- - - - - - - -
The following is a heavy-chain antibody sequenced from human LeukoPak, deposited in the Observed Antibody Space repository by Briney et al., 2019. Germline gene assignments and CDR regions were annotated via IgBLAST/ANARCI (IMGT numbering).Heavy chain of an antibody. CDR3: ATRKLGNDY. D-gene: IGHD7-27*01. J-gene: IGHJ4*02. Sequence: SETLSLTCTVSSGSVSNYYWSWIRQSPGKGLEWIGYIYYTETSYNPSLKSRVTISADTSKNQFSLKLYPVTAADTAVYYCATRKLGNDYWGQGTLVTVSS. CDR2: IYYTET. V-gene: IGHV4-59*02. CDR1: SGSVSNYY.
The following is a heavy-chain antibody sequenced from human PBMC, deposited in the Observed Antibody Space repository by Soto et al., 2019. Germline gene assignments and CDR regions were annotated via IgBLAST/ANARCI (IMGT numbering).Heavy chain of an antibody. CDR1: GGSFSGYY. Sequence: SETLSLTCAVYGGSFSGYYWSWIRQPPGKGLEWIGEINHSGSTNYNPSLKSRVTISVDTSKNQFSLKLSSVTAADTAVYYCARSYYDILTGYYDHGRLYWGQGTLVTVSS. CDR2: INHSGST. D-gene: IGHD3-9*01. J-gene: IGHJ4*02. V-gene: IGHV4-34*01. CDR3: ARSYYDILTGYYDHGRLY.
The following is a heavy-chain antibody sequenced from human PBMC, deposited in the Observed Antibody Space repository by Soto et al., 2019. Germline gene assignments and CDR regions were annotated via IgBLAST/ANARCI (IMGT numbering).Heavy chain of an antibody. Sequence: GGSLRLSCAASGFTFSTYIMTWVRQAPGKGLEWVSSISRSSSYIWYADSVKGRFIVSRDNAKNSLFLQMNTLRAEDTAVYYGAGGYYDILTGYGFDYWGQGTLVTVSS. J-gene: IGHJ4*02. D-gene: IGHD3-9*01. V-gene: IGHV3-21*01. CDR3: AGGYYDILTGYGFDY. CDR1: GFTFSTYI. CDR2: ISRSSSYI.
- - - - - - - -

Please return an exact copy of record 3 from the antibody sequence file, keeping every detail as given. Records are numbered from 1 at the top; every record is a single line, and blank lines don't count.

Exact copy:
The following is a heavy-chain antibody sequenced from human PBMC, deposited in the Observed Antibody Space repository by Soto et al., 2019. Germline gene assignments and CDR regions were annotated via IgBLAST/ANARCI (IMGT numbering).Heavy chain of an antibody. Sequence: GGSLRLSCAASGFTFSTYIMTWVRQAPGKGLEWVSSISRSSSYIWYADSVKGRFIVSRDNAKNSLFLQMNTLRAEDTAVYYGAGGYYDILTGYGFDYWGQGTLVTVSS. J-gene: IGHJ4*02. D-gene: IGHD3-9*01. V-gene: IGHV3-21*01. CDR3: AGGYYDILTGYGFDY. CDR1: GFTFSTYI. CDR2: ISRSSSYI.